The last car to be signed off by company founder Soichiro Honda before he died in 1991, the Beat packed a turbocharged three-cylinder 656cc engine that gave a top speed of 84mph.
Suzuki Cappuccino (1991)
One of the best-known kei cars in the UK, because it was one of the few officially imported, is this tiny Suzuki. It had everything thrown at it: the three-cylinder double-overhead cam three-cylinder engine was turbocharged and mounted up front to drive the back wheels. With some lightweight aluminium panels and 63bhp on tap, the Cappuccino could go all the way to 93mph.
Autozam AZ-1 (1992)
Designed and built by Suzuki, the AZ-1 was sold by Mazda as an Autozam, although Suzuki sold its own version called the Cara. Perhaps the neatest kei car ever, the AZ-1 featured gull-wing doors and a mid-mounted turbocharged 657cc engine driving the rear wheels. Launched into a recession, just 4392 AZ-1s were made, along with 531 Caras.
Daihatsu Midget II (1996)
Daihatsu offered a three-wheel delivery truck called the Midget, as early as 1957. Updated several times and produced until 1972, the Midget made a return in 1996 as a four-wheeler. As before it featured just a single seat (although a two-seater was available) and came as a delivery truck only, with either a pick-up or van configuation.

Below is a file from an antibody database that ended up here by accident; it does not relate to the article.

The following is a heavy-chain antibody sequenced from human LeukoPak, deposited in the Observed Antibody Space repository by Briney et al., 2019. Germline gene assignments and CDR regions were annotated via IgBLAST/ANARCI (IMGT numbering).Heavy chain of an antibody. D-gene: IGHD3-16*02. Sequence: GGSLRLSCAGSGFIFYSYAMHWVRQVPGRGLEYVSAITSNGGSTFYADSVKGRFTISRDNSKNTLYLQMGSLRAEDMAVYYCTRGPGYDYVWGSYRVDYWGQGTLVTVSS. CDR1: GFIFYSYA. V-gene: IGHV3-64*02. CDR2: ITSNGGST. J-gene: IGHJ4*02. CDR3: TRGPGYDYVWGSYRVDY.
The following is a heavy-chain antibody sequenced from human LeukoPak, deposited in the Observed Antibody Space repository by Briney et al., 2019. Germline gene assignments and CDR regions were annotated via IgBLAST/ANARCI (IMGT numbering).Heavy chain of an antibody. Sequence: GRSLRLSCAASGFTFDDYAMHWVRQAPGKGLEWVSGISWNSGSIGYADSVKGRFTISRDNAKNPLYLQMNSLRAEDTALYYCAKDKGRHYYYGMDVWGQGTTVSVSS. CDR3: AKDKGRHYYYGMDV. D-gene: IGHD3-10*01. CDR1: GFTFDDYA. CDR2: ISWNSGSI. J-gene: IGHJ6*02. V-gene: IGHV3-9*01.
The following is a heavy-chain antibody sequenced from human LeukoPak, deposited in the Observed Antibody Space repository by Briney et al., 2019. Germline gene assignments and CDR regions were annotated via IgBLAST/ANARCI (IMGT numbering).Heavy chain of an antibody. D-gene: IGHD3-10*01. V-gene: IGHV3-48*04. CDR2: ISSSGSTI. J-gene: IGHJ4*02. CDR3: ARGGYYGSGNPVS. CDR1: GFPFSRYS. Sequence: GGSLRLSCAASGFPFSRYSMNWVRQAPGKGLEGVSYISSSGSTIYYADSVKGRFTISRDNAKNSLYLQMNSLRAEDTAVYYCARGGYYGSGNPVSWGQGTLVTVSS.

Smart ForTwo K (2001)
Launched in autumn 2001 and killed off three years later, this specially developed ForTwo was offered only in Japan but failed to make an impact. The bodywork was reprofiled to fit in with the maximum width and length regulations (set at 3.4m and 1.48m from 1 October 1998), but the car was left mechanically standard as it already complied.
Daihatsu Copen (2002)
In Japan you can still buy a second-generation Daihatsu Copen with a 658cc engine, but for most markets the Copen died a long time ago. Whereas the original Copen (2002-2012) featured a 659cc three-pot engine for its home market, overseas buyers instead got 1.3-litre four-pot. That did little to help sales though, with dealers struggling to sell these quirky coupé-cabriolets.
Suzuki Twin (2003)